Precious Okoyomon: ‘Poets Are Going to Save the World’

Making careful use of soil and seed, plants and poems the work of Precious Okoyomon has captured attention globally before the New York-based artist and poet have even turned 30

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BY Jasmine Sanders AND Precious Okoyomon in Frieze Week Magazine | 27 APR 21

Early last year, the artist-poet Precious Okoyomon transported into the Frankfurt MMA museum space layers and layers of soil, six effigies constructed of raw, dark lambswool, yarn, and wire, and vines of Japanese arrowroot, or kudzu.

Then the pandemic ground the world to a halt and the museum, formerly a passport office, was forced to shutter. Inside, the kudzu – its rapaciousness so storied that it was colloquialized as ‘the vine that ate the south’– grew unabated.

When The exhibit, titled ‘Earthseed’, reopened in August, the imported fauna had become its own errant wilderness. Carpets of it thicketed underfoot. Foliage had ensnared the angel’s woollen torsos, embodying with fulsome literality the dictum which animates the spiritual belief system central to Octavia Butler’s Parable of the Sower (1993), for which the show was named: ‘All that you touch You Change. All that you Change Changes you. The only lasting truth Is Change. God Is Change’.

‘I work with natural elements a lot,’ they tell me on a warm-ish Saturday in Brooklyn. ‘I really like to make all of these things that decompose or rot.’ They jump rope, squat, lunge, or lift weights, responding to questions between reps. I sit and at one point, nap on a piece of gym equipment.

We discuss how modern botany emerged out of the empire’s ordering of the earthly realm and everything in it. The colonially imposed taxonomies, the arch, hierarchical ordering of the natural world, with the body an infallible/stable site, separate from the earth. The creation of monocultures imported species. Precious and I are both imported species.

‘I started making art because I wanted to give my poetry form’, they tell me. At eight years old, Okoyomon stopped speaking, communicating only in poems, scraps deposited into trees or buried outdoors. This act is recalled in Okoyomon’s accompanying performance in the MMA Space. They read from a selection of poems, discarding the sheets of paper along the way, littering the kudzu covered floor. ‘I’m interested in these sorts of portals to places that don’t exist’. ‘Did you go to Art school?’ I ask them. ‘Fuck no,' they say. ‘I went to the worst college in America. No really, Google it’.

– Jasmine Sanders


Precious Okoyomon in their studio, New York City, March 2021 Photographs: Davey Adesida.
Precious Okoyomon in their studio, New York City, March 2021
Photo: Davey Adesida

My material is everything that is living and dying, and decaying and growing. Usually, things that can’t be destroyed. Water. Rocks. Dirt. Life.

At Performance Space, I am showing FRAGMENTED BODY PERCEPTIONS AS HIGHER VIBRATION FREQUENCIES TO GOD (2021). This is a space for self-fragilization, for breathing. A space for whatever breakdown or joy, epiphany, you want to have. It’s a space just to be held, by yourself or by anybody that wants to hold you. It felt important to have a space to lay down something or grieve or just vibe.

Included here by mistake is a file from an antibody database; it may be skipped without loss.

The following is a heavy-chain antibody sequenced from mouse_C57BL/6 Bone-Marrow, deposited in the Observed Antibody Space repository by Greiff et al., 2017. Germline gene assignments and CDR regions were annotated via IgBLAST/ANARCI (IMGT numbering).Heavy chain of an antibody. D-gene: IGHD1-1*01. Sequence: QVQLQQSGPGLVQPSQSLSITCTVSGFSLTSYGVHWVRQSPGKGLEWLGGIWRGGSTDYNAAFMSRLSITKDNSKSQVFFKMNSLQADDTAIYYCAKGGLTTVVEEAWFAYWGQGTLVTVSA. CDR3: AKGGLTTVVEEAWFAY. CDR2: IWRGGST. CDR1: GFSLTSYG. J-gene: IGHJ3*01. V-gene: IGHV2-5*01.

When I’m asked what I make, I say: ‘I make portals into the world.’ And things that feel like poems. Just everyday moments really. This new piece for the Frieze Artist Award is about disassembling language. But also bringing it together to create some sort of symphony. It’s a tower of Babel. Throughout the day all my favourite poets will be reading on different platforms, with an orchestra playing around them. It’s a piece about how language is broken down and created. This project comes out of a disassembly, as the original piece I conceived for Frieze had to be reassembled into something new because of COVID-19. It’s about the power of creating intentional spaces with our manifestation of words. Words are literally how we make new worlds.

The most exciting thing about making this piece at The Shed, is that the space is truly limitless, so I can have fun thinking of what I can do and how it can be filled. And also, the fact that there hasn’t been
a gathering in such a long time! No one has actually been able to be in a space together for over a year to gather, and listen, and be with people that they love. That feels really important, to be able to create that space and the possibility of what all the people I love are going to say.

I hope that visitors to the piece will, at least, feel some type of break from the anxiety of the world in this moment, and from the primordial fear that strikes all of us. Being able to take a nice deep breath, I feel that’s important. For me, I’m really interested in what the poets who are part of the piece are going to say. I miss all my poets! Poets are going to save the world.

– Precious Okoyomon

This article appeared in Frieze Week, New York 2021

Jasmine Sanders is a writer based in New York City, USA.

Precious Okoyomon is an artist based in New York City, USA. Recipient of the 2021 Frieze Artist Award, supported by Luma Foundation, their solo exhibition is on view at Performance Space, New York until May 9th, 2021. Their new commission opens at The Aspen Art Museum (AAM) in June 2021.

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